The move is an encouraging example of common-sense deregulation and will be critical to the revival of a struggling regional and community bank sector. Currently, banks with $50 billion in assets are designated as systemically important financial institutions (SIFIs) and are subject to a swath of enhanced prudential and supervisory standards. This places medium-sized regional banks, which range somewhere between $50 billion and $250 billion in assets, under the same standards as much larger, multi-trillion dollar banks.
The current approach, instituted under Dodd-Frank, gives no consideration for a bank’s risk profile or business model. This is particularly inappropriate as regional banks overwhelmingly engage in traditional banking activities––such as taking deposits––with little exposure to derivatives or trading. They are far from the complex, “too-big-to-fail” giants of Wall Street. As a result, most of the banks designated under the SIFI limit pose no systemic threat at all.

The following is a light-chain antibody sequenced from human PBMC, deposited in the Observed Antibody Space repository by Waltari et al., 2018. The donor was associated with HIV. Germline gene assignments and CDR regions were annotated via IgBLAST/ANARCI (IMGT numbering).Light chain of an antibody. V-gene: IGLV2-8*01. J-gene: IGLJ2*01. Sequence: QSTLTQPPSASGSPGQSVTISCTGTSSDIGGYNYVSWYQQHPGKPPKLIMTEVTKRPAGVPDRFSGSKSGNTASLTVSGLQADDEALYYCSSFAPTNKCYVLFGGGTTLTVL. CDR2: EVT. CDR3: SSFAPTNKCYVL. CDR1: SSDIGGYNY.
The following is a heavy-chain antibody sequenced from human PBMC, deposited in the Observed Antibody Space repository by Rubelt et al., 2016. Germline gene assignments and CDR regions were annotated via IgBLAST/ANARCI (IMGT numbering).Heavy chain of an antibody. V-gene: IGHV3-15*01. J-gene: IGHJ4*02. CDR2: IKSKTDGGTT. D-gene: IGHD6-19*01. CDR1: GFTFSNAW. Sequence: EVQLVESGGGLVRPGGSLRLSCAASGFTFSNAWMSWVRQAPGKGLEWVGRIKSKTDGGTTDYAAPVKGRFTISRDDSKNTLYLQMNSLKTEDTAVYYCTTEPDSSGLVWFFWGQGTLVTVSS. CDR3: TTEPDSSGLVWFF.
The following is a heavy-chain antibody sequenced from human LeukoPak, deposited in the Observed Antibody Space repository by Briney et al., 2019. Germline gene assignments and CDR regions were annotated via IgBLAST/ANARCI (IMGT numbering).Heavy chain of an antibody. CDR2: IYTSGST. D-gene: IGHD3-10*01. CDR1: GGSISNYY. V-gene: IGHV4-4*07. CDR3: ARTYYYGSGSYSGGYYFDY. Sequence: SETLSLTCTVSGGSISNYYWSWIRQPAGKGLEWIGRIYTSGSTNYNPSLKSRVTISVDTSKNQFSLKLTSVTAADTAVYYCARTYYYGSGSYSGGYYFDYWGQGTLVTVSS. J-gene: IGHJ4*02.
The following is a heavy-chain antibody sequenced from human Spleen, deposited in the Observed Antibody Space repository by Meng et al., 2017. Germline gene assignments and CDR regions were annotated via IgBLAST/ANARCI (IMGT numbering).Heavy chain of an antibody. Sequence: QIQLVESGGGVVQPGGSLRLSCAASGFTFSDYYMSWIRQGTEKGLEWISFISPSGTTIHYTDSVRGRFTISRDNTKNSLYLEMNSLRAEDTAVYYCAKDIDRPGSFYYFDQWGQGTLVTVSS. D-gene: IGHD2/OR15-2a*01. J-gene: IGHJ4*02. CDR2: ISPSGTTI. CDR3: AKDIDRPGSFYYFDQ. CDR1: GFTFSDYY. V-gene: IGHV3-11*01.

Instead of an arbitrary asset threshold, the bill directs the Federal Reserve to look at interconnectedness, cross-border activities, and complexity when assessing their regulatory requirements. While piling on a mountain of new regulation is a bad idea, at the very least it makes sense to tailor it to the appropriate institutions. This will bring substantial relief to an industry that has seen nearly one in five banks disappear since Dodd-Frank was enacted.
Even while the rest of Washington struggles through partisan fights on health care and tax reform, it is encouraging to see some common-sense, bipartisan legislation on financial regulation. Removing these burdensome restrictions on regional and community banks will ensure financial stability while helping local communities prosper. Both the House and the Senate must pass the Systemic Risk Designation Improvement Act.